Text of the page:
Alastor is written in a very different tone from Queen Mab. In the latter, Shelley poured out all the cherished speculations of his youth-all the irrepressible emotions of sympathy, censure, and hope, to which the present suffering, and what he considers the proper destiny, of his fellowcreatures, gave birth. Alastor, on the

As soon as the peace of 1814 had opened the Continent, he went abroad. He visited some of the more magnificent scenes of Switzerland, and returned to England from Lucerne, by the Reuss and the Rhine. The river-navigation enchanted him. In his favourite poem of Thalaba, his imagination had been excited by a description of such a voyage. In the summer of 1815, after a tour along the southern coast of Devonshire and a visit to Clifton, he rented a house on Bishopgate Heath, on the borders of Windsor Forest, where he enjoyed several months of comparative health and tranquil happiness. The later summer months were warm and dry. Accompanied by a few friends, he visited the source of the Thames, making a voyage in a wherry from Windsor to Cricklade. His beautiful

stanzas in the churchyard of Lechlade a thirst for a happier condition of moral were written on that occasion. Alastor and political society survives, among the was composed on his return. He spent enlightened and refined, the tempests his days under the oak-shades of Windsor which have shaken the age in which we Great Park; and the magnificent woodland live. I have sought to enlist the harmony was a fitting study to inspire the various of metrical language, the ethereal comdescriptions of forest-scenery we find in binations of the fancy, the rapid and subtle the poem. transitions of human passion, all those elements which essentially compose a Poem, in the cause of a liberal and comprehensive morality; and in the view of kindling within the bosoms of my readers a virtuous enthusiasm for those doctrines of liberty and justice, that faith and hope in something good, which neither violence nor misrepresentation nor prejudice can ever totally extinguish among mankind.

For this purpose I have chosen a story of human passion in its most universal character, diversified with moving and romantic adventures, and appealing, in contempt of all artificial opinions or institutions, to the common sympathies of every human breast. I have made no attempt to recommend the motives which I would substitute for those at present governing mankind, by methodical and systematic argument. 1 would only awaken the feelings, so that the reader should see the beauty of true virtue, and be incited to those inquiries which have led to my moral and political creed, and that of some of the sublimest intellects in the world. The Poem therefore (with the exception of the first canto, which is purely introductory) is narrative, not didactic. It is a succession of pictures illustrating the growth and progress of individual mind aspiring after excellence, and devoted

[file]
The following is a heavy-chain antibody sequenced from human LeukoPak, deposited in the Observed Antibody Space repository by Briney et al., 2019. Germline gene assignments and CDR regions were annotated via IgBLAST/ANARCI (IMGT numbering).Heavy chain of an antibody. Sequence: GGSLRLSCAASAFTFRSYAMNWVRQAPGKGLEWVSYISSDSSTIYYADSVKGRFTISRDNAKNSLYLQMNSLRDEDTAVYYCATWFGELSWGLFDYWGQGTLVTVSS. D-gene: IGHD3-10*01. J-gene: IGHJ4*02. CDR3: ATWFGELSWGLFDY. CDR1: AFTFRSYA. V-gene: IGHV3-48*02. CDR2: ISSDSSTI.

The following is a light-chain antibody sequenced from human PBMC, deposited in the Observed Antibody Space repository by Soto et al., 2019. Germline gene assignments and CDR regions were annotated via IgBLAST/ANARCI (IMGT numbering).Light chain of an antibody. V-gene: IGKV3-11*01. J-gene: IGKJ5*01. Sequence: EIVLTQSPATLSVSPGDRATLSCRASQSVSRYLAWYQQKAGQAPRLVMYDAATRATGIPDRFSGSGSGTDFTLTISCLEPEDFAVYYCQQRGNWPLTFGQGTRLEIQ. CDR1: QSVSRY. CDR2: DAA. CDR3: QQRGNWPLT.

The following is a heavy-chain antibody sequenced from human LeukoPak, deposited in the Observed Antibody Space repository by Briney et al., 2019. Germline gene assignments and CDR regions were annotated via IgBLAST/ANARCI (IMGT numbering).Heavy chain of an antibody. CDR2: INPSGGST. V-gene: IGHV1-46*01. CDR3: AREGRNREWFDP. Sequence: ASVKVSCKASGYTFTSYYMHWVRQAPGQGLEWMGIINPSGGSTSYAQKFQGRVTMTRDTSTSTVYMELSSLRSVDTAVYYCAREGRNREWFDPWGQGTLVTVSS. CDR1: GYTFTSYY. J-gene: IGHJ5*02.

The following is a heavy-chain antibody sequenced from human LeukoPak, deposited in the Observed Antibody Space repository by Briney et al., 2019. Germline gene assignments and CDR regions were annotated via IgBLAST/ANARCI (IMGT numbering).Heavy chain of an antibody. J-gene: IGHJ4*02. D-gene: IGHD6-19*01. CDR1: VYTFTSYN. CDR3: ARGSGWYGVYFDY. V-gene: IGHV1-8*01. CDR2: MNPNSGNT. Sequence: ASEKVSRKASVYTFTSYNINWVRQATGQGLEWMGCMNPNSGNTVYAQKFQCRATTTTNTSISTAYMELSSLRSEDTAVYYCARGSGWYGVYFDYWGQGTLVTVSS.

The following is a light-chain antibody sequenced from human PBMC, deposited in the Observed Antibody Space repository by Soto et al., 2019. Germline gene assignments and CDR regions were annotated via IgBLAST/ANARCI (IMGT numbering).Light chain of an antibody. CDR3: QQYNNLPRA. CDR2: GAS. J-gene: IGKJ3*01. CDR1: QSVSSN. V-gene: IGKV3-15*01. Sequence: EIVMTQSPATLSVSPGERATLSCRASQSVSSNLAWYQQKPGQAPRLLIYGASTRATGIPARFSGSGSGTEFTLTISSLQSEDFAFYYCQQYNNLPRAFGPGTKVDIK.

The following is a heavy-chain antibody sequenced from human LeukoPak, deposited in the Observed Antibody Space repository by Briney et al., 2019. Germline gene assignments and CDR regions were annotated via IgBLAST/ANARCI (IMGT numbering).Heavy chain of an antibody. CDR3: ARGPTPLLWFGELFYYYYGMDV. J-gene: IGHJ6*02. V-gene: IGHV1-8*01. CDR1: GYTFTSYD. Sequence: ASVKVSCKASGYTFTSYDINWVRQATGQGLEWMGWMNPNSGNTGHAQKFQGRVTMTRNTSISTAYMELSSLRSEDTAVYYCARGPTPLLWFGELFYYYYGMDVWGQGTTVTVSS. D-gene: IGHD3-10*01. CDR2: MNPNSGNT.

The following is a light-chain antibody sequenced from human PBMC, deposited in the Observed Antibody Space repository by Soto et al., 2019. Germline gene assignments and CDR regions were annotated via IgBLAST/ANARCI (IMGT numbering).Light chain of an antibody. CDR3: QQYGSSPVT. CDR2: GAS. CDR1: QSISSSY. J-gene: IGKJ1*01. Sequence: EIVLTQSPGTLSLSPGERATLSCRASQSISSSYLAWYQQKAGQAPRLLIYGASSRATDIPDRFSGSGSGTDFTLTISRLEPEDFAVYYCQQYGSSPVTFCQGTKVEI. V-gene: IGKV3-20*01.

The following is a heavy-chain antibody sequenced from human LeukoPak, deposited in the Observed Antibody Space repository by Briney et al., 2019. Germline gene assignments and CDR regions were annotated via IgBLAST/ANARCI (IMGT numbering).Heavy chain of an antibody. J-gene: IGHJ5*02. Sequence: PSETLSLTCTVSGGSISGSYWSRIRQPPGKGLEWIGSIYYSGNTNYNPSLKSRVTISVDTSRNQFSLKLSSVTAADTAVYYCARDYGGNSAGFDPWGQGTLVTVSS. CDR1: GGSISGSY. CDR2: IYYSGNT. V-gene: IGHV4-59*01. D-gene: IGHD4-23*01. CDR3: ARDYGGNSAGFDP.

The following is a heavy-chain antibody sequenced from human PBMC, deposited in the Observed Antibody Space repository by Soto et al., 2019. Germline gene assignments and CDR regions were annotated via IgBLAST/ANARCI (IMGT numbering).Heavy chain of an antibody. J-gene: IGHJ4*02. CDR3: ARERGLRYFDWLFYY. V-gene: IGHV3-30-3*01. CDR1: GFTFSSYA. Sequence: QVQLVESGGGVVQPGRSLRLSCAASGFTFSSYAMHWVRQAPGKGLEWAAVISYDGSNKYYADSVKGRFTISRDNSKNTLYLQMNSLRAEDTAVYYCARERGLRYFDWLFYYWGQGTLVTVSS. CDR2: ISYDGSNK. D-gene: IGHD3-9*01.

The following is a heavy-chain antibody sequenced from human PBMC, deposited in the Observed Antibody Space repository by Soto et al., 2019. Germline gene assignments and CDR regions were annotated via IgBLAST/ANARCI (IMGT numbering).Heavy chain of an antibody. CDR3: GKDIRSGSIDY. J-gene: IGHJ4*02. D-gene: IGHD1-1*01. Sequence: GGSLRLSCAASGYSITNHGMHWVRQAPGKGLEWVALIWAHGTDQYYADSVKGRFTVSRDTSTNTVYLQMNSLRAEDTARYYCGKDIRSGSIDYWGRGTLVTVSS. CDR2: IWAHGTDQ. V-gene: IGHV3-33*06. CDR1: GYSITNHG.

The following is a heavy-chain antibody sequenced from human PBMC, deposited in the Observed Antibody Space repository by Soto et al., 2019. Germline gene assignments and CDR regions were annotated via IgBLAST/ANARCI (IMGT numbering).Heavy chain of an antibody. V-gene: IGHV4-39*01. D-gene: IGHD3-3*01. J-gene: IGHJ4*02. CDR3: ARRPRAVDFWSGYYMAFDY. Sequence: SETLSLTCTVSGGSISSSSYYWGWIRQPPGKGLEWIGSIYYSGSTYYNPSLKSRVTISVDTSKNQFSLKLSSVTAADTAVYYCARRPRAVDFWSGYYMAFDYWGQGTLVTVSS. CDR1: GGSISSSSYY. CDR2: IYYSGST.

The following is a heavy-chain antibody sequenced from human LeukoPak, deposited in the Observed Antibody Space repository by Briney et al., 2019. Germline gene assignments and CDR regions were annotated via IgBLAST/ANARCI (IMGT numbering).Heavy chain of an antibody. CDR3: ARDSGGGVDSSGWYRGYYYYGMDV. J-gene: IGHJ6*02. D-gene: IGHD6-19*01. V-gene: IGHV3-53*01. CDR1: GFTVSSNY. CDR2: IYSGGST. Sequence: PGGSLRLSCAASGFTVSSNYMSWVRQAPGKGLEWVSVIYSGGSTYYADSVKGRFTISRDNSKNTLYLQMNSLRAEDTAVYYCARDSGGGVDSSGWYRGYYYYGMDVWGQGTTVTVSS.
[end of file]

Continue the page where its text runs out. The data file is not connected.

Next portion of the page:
to the love of mankind; its influence in refining and making pure the most daring and uncommon impulses of the imagination, the understanding, and the senses; its impatience at "all the oppressions that are done under the sun"; its tendency to awaken public hope, and to enlighten and improve mankind; the rapid effects of the application of that tendency; the awakening of an immense nation from their slavery and degradation to a true sense of moral dignity and freedom; the bloodless dethronement of their oppressors, and the unveiling of the religious frauds

None of Shelley's poems is more characteristic than this. The solemn spirit that reigns throughout, the worship of the majesty of nature, the broodings of a poet's heart in solitude-the mingling of the exulting joy which the various aspects of the visible universe inspires with the sad and struggling pangs which human passion imparts-give a touching interest to the whole. The death which he had often contemplated during the last months as certain and near he here represented in such colours as had, in his lonely musings, soothed his soul to peace. The versification sustains the solemn spirit which breathes throughout it is peculiarly melodious. The poem ought rather to be considered didactic than narrative: it was the outpouring of his own emotions, embodied in the purest form he could conceive, painted in the ideal hues which his brilliant imagination inspired, and softened by the recent anticipation of death.



Οσαις δὲ βροτὸν ἔθνος ἀγλαίαις ἁπτόμεσθα
Περαίνει πρὸς ἔσχατον
Ιλόον· ναυσὶ δ ̓ οὔτε πεζὸς ἰὼν ἂν εὕροις
Ἐς ὑπερβορέων ἀγῶνα θαυματὰν ὁδόν.
Πινδ. Πυθ. x.


THE poem which I now present to the world is an attempt from which I scarcely dare to expect success, and in which a writer of established fame might fail without disgrace. It is an experiment on the temper of the public mind, as to how far